However, Harvest Share gives a lot of a few items, like about ten pounds of radishes and 6 pounds of Brussels Sprouts. Hmmm, time to think outside the box. I found a recipe by Jeremy Fox featured by Martha Stewart who has never released a bad recipe, but I didn’t have celery hearts, almond oil, or even an assortment of different radishes. It did sound like a good place to start, though. I like nutmeg with Brussels sprouts and I thought it would work with this recipe with a few alterations. Of course, I cut it in half as well to make it a single salad entree.

Make the garnish first because it must be cooled down first.

Garnish:

  • 2 TBSP sliced almonds
  • 1 TBSP sugar

Toss these in a skillet over medium-high heat and cook, shaking the pan so the sugar gets over all sides of the almond slices and cook until the sugar caramelizes. Removed quickly so it does not burn and let cool on some parchment paper. Break it up on the salad when it is cooled.

Salad:

In a cast iron skillet over medium heat, heat some freshly grated nutmeg until you smell its aroma. Add the butter and let it melt before adding the garlic. Cook about two minutes, softening the garlic.

The Brussels sprouts need to be broken down for salad. Cut off the ends and then cut away quarters from the center, discarding the core. Break it up with your fingers into leaves. Add to the garlic and butter and cook, stirring so all the Brussels sprouts are coated and let cook until warm, but not limp. Squeeze the fresh lemon juice and stir it in and transfer to your salad bowl.

Put the sliced radishes on top and then add the candied almonds.

  • ¼ tsp freshly grated nutmeg
  • 1 TBSP butter
  • 1 clove garlic, finely minced
  • Salt and pepper
  • 8 oz. Brussels sprouts, broken down into leaves.
  • 4 radishes, cleaned and sliced thin
  • 1/2 fresh lemon, squeezed

The salad is delicious. There is something luscious about mixing savory and sweet, the garlic, the lemon, the candied almonds. It also has a lovely mix of textures, the tender leaves, the crunchy radish, and the crispy almonds. You could use a nut oil or olive oil instead of butter for a vegan option, but it would lose the richness of butter and garlic and lemon coming together in mouth-watering dressing.

Yum!

Peanut Slaw with Dried Dates

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This was a quick and easy slaw using some Spicy Peanut Dressing I made the other day.

Dressing:

  • 2 TBSP peanut butter
  • 2 TSBP seasoned rice vinegar
  • 2 TBSP soy sauce
  • 1/2 tsp red pepper flakes
  • 1 lg. clove of garlic, crushed and macerated with salt
  • Juice from 1 lime, squeezed.

So I sliced up  a salad bowl full of cabbage, diced up two dried figs. Tossed with the peanut dressing. Delicious.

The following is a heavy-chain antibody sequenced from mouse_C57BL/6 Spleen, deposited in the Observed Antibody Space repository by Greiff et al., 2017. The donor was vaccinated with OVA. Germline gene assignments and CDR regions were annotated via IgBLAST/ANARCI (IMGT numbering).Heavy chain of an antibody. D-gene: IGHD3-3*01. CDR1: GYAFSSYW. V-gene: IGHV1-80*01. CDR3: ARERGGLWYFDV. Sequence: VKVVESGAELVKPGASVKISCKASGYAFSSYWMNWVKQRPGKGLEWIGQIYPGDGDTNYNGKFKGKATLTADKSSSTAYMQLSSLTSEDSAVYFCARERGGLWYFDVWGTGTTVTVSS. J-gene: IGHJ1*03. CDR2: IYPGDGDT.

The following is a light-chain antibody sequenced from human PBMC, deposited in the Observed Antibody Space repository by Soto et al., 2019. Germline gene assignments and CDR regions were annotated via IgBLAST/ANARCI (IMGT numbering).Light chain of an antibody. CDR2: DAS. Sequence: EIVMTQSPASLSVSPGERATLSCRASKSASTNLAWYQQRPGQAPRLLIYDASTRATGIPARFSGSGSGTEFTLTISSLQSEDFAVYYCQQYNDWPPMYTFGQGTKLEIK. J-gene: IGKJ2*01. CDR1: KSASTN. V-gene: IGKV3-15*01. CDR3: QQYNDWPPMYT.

The mix of spicy heat and sweetness and citrus tang make this a great salad dressing. Cabbage is friendly to just about any dressing and the dried figs add just a perfect contrast.

Chicken Peanut Sauce Burrito

Chicken Peanute Sauce Burrito

I got some peanut butter from Harvest Share last month and discovered that it actually is pretty good on celery. When the jar was close to empty, I thought it might be interesting to toss some rice vinegar, soy sauce, garlic, lime juice, and dried red pepper flakes, shake it up so the peanut butter sticking to the sides of the jar did not go to waste. I tried it on some lettuce and it was delicious. So this is the peanut dressing I made.

  • 2 TBSP peanut butter
  • 2 TSBP seasoned rice vinegar
  • 2 TBSP soy sauce
  • 1/2 tsp red pepper flakes
  • 1 lg. clove of garlic, crushed and macerated with salt
  • Juice from 1 lime, squeezed.

I thought it might be good with some chicken. So I sauteed a chicken breast with just some salt and pepper in olive oil. While it was cooking, I chopped 2 TBSP of yellow onion,   thawed out 2 TBSP of frozen peas by running them in cold water, toasted 6 pecans in a dry pan and chopped them up.

I removed the chicken breast and let it rest for about 5 minutes. Then I heated up my burner and with the air vent on high, charred two flour tortillas against the coils of the stove. If I had a gas stove, I would grill, but this is my “electric grilling.” Just lay them on the medium-high coil with half hanging off the edge so you can grab them.  Flip with your fingers as soon as it begins to char, I generally “grill” on each side a few times to grill the whole tortilla. You cannot be doing anything else when you do this because you don’t want to start the tortillas on fire.  It adds a really great flavor and makes delicious tortillas.

Chicken Peanute Sauce Burrito

I compiled my dish with a small handful of lettuce, the sliced chicken breast, onions, pecans and thawed peas. I then added the peanut dressing and rolled them up.

This is delicious. Chicken is such a mild ingredient that it embraces nearly anything you do. I liked the peas (And yes, fresh would be better, but needs must,) They added a bit of texture and freshness. It all went together so well. It’s zingy and spicy from the lime and red peppers and then the peanut adds this kind of hearty sweetness.